Video recording in the classroom

Originally published 27 APRIL 2013

I have been trialling different methods for recording lectures. My institution lacks equipment and systems to easily capture lectures. As a teacher, we pretty much have to do it ourselves.

Many teachers complain that good video or audio capture is impossible without the right equipment, but the reality is that it’s already in your pocket. 

Come to think of it, technically my DSLR isn't a dedicated video camera either. 

In the camera app, the iPhone volume buttons will trigger the shutter. Plugging in a pair of headphones means you can use the headphone buttons as a remote trigger. 

The downside is the sound will now record through the headphone, but this can be useful also as you can leave the microphone on the desk forward of the camera to capture better audio. If you use this trick, be aware you might need to edit the audio to get the best output. The best is to actually record the video and audio separately and recombine them in iMovie.  This is actually not that hard, but you will need to do the "action clap" to correctly time the audio and video.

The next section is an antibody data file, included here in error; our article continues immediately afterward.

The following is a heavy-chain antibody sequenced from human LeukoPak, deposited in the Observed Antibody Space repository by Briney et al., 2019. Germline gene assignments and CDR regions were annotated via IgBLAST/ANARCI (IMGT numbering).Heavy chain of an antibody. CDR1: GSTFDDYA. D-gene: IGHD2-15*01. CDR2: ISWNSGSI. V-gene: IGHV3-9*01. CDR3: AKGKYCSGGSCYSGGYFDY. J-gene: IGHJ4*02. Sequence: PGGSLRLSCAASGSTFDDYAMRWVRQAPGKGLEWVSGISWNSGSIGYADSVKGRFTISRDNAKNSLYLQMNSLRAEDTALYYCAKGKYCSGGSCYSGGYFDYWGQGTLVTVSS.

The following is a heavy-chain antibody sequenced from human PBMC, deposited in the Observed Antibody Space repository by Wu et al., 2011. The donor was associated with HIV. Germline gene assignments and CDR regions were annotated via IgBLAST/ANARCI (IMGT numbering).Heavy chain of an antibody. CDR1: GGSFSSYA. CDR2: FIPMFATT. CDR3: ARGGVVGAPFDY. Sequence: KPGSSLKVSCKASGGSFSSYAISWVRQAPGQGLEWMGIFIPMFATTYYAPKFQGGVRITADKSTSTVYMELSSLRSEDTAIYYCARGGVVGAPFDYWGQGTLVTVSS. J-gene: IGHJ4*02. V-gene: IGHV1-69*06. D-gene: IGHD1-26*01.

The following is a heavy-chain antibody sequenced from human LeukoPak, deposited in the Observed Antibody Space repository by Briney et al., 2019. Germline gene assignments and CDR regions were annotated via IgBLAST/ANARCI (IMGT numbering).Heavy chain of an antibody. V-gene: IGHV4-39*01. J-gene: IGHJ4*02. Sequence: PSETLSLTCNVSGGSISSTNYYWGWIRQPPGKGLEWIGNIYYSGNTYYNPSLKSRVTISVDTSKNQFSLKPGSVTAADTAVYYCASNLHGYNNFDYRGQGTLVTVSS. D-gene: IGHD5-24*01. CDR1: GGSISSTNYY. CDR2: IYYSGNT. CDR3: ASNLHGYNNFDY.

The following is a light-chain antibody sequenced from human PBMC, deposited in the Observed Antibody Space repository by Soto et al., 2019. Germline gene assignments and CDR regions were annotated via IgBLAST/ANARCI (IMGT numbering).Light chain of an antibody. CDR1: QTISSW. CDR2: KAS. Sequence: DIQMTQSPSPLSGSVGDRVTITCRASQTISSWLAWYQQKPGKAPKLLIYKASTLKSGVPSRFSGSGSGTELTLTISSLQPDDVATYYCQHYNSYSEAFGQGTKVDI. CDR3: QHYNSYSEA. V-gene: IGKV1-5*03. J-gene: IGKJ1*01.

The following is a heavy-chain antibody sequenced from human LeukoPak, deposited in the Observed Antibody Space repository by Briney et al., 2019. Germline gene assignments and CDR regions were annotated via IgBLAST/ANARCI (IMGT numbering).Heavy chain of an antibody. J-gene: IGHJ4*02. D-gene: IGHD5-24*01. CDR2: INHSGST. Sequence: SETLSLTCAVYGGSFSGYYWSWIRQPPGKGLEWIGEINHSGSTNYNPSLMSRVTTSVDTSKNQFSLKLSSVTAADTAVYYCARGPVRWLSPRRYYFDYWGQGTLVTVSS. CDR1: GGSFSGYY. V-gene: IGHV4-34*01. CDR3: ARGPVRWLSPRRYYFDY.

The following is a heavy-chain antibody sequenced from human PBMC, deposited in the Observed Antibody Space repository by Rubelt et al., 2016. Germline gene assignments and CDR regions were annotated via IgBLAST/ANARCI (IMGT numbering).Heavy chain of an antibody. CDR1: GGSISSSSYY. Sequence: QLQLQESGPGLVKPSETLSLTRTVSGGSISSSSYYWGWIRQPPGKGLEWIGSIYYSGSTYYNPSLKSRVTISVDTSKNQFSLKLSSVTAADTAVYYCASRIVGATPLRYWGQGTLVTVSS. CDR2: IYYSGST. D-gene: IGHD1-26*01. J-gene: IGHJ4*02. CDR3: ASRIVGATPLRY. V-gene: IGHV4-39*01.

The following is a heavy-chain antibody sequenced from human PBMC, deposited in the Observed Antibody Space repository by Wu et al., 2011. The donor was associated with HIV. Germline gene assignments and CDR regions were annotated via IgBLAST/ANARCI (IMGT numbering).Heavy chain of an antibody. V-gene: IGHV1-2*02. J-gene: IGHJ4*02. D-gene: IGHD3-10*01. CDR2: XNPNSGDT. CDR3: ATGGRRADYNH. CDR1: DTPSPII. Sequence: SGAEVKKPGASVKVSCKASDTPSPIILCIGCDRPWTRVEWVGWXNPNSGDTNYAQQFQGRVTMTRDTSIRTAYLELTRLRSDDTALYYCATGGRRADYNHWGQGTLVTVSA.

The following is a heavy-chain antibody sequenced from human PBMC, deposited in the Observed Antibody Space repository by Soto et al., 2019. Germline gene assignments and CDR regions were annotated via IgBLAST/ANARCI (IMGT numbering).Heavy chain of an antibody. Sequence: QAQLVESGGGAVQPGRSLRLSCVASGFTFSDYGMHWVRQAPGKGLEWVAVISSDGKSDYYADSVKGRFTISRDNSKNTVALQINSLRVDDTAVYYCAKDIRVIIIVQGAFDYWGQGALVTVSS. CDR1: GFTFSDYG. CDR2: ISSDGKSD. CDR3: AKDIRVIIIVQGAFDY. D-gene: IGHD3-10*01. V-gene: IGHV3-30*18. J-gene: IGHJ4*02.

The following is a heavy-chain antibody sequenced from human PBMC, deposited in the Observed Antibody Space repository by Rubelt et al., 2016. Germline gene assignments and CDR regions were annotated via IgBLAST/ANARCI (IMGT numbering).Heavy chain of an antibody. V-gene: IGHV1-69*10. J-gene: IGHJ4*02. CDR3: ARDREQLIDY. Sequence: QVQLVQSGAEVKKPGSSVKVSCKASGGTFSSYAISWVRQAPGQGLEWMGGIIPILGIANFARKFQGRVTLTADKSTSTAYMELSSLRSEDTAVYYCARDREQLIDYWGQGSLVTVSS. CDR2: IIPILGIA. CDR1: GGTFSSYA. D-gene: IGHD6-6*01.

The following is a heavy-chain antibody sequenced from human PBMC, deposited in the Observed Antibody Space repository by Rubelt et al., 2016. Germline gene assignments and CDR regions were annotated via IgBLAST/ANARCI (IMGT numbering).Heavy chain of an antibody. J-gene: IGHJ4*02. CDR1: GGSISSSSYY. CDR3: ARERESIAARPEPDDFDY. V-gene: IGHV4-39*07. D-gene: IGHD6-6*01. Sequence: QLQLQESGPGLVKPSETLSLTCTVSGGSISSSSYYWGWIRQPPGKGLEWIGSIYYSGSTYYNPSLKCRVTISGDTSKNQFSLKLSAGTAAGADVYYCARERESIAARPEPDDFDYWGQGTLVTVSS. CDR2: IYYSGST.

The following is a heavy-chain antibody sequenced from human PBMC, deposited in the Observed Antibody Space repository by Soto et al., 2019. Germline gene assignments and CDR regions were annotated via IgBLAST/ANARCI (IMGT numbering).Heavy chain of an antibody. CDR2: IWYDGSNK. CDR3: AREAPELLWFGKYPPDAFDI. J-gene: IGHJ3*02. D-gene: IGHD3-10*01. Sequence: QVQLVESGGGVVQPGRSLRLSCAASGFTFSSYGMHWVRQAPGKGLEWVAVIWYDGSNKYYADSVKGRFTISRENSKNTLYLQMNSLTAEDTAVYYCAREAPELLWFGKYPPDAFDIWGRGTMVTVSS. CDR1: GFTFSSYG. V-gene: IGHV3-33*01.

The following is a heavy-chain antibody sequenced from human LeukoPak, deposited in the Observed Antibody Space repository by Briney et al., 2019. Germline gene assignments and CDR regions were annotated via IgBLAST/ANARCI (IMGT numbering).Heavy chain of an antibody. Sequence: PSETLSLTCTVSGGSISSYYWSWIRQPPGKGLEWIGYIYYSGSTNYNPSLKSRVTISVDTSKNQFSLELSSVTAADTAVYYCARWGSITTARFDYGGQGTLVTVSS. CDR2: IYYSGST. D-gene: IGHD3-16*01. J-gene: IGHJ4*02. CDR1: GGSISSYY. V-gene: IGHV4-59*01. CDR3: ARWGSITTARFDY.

You don’t need a bigger budget, you need to learn how to get the most out of the tools you have

I use an iPhone as the camera and my old iPod as the audio recorder. I use another small bulldog clip to pin the headphone microphone to my chest. Apple probably never intended their headphone be it as a lapel mic, but they are by far the highest quality I have found without spending thousands of dollars. 

Bulldog clips have two problems. They starch and the iPhone screen will registers a “touch” by the pressure from the clip. Using a tissue buffer will overcome both problems. 

Sometimes you can have a problem with the focus and exposure resulting in weird colours and blurry images. Simply tap and hold the screen and the iPhone will lock-on to the key object meaning that you moving in front of the object will not disturb camera. 

The iPhone 5 is a capable machine, but the great processor and slimmed battery means horrible battery life. Conveniently you can purchase external batteries on eBay, meaning you can take power wherever you go. 

My battery cost about $30 and can "refill" the iPhone twice. God bless eBay. 

Bulldog clips neatly hold your camera in place, and there is always a keen student in front row who would be happy to point the camera in the right direction as you move around the classroom. 

This is an example of combining two cameras, one of which is a iPhone 4. 

Comments? Other handy tips?  Let me know!

-Phillip out. 

Most educators can't afford their own dedicated video recording equipment, but your iPhone probably does a better job anyway.  


The complete set up.